Secondly, epistemological hotspots may occur because of importation of the Covid-19 virus into geographic areas or due to community transmission.



Thirdly, epistemological hotspots require that monitoring of the number of actual cases is undertaken and not only just the proportion of infections per population.



Fourthly, epistemological hotspot may include a ward, a sub- district or a cluster of wards, a district and or a metropolitan region. On the wake of the 16 to 22 May 2020, the following districts and metropolitan municipalities had five or more active positive cases per 100 000 population.





The City of Cape Town in metropolitan municipality in Western Cape, 117,2 cases per 100 000, Buffalo City in the Eastern Cape at 43,5 cases per 100 000 population, Nelson Mandela Bay Municipality in the Eastern Cape, at 26,1 cases per 100 000, Cape Winelands District Municipality in the Western Cape at 22,2 cases per 100 000, iLembe in KwaZulu-Natal, 21,3 cases per 100 000 and in Chris Hani District Municipality in the Eastern Cape at 13,6 cases per 100 000. Ekurhuleni

Metropolitan Municipality at 13,2 cases per 100 000, eThekwini


Metropolitan Municipality at 12,1 cases per 100 000, West Coast District Municipality in the Western Cape at 10,6 and Overberg District in the Western Cape at 9. At Garden roads District in Western Cape at 5,4, City of Johannesburg in Gauteng at 5,3, Oliver Tambo at 5 per cases per 100 000 and Mangaung at 5 as well.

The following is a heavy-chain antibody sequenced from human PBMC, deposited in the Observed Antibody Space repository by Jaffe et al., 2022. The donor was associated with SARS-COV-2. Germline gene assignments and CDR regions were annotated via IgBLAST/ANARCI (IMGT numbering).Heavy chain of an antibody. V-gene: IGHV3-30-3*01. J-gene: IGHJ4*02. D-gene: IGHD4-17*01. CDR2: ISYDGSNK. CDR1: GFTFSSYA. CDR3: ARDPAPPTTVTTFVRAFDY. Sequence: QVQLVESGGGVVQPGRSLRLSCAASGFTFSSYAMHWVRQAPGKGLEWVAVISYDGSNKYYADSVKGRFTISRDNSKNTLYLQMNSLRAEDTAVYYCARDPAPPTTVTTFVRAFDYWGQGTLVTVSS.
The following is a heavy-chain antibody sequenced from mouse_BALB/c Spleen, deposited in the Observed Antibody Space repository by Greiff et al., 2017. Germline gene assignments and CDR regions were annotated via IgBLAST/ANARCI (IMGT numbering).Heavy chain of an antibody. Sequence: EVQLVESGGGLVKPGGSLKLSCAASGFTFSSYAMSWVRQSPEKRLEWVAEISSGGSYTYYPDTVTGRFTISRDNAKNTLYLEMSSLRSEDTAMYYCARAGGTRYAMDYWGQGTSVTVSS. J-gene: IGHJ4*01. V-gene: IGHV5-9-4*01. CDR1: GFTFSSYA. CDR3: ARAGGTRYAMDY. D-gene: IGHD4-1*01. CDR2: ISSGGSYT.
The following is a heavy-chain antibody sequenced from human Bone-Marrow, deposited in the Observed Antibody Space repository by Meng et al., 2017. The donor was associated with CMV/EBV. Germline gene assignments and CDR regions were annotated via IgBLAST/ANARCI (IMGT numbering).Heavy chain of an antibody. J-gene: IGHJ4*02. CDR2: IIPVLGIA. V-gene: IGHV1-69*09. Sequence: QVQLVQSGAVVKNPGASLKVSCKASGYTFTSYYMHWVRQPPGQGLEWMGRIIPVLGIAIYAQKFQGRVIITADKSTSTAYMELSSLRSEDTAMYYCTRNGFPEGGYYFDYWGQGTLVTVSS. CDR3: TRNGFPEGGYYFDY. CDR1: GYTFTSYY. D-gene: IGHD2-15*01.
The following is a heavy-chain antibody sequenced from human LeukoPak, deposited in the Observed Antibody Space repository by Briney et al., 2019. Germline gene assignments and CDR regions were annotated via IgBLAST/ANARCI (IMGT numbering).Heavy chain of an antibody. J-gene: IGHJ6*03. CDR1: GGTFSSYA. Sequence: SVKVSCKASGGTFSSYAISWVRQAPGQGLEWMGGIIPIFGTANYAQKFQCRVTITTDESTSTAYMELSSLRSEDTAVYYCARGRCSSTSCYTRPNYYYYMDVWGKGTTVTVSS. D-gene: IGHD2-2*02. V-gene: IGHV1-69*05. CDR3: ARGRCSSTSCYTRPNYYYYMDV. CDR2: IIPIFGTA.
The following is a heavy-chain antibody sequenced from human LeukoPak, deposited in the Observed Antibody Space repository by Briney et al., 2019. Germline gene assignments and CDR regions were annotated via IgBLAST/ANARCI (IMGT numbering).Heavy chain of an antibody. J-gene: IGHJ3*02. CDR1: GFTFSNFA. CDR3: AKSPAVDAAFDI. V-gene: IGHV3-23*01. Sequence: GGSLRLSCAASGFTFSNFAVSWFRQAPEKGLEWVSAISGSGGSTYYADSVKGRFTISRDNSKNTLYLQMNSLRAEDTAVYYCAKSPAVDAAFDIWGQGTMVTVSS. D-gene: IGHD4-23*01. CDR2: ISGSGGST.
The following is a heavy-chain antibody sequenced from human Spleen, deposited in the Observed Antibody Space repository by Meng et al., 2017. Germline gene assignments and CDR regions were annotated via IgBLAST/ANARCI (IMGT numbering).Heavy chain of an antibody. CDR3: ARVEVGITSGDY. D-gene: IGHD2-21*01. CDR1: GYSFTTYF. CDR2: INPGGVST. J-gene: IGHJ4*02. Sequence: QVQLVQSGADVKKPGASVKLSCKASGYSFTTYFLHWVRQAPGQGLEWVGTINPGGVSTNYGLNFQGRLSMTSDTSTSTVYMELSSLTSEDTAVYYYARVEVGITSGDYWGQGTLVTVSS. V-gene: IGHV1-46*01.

In some of the hotspots, cluster outbreaks have been identified and these have occurred in the agri-processing factories, supermarkets and farms and other processing areas.



With regard to the second question, work has been done by this department in relation to the containment strategies to address the exponential rise in the Covid-19 in specified


areas. The department is undertaking active surveillance in the epistemological hotspots through spatial monitoring action rate from screening and testing people by scanning up scale testing. Of course, as they test, the test will become available. Testing in healthcare facilities increased in other areas where we are investigating outbreaks. We have priorities them. Quarantine facilities have also been mobilised or people under investigation.



Provinces have been urged to continue identify quarantine sites, accommodate positive patients or contacts so that anyone who is not in a position for self quarantine. Each province have established tracing teams and full time teams of experience personnel including epistemologist, family practitioners, nurses and community health workers, laboratory and public health experts. Emergency Medical Service, EMS, has been dispersed to the epistemological hotspots. This will be supported by the Cuban in national department, experts and also those from the military health services and Institute for National Institute for Communicable Diseases, NICD, and the National National Health Laboratory Service, NHLS. The Partner Institutional Viability Assessment, Piva, clinics has also been established to ensure that the stringing of visits in health facilities and system have been put in place to manage


staff exposed to infections include the availability of the personal protective equipment, PPE. Thank you very much.



The SPEAKER: Thank you, Minister. We allowed you to take a little bit longer because you also dealt with ...



Ms A GELA: Thank you Madam Speaker. Minister, over the weekend we saw the deployment of Cuban doctors to one of the hotspot province, the Western Cape. How will the work of the Cuban doctors strengthen the health response in the province to ensure the epidemic is contained and for us to start seeing a reduction in the higher numbers of positive cases, particularly in the Western Cape? I thank you, Madam Speaker.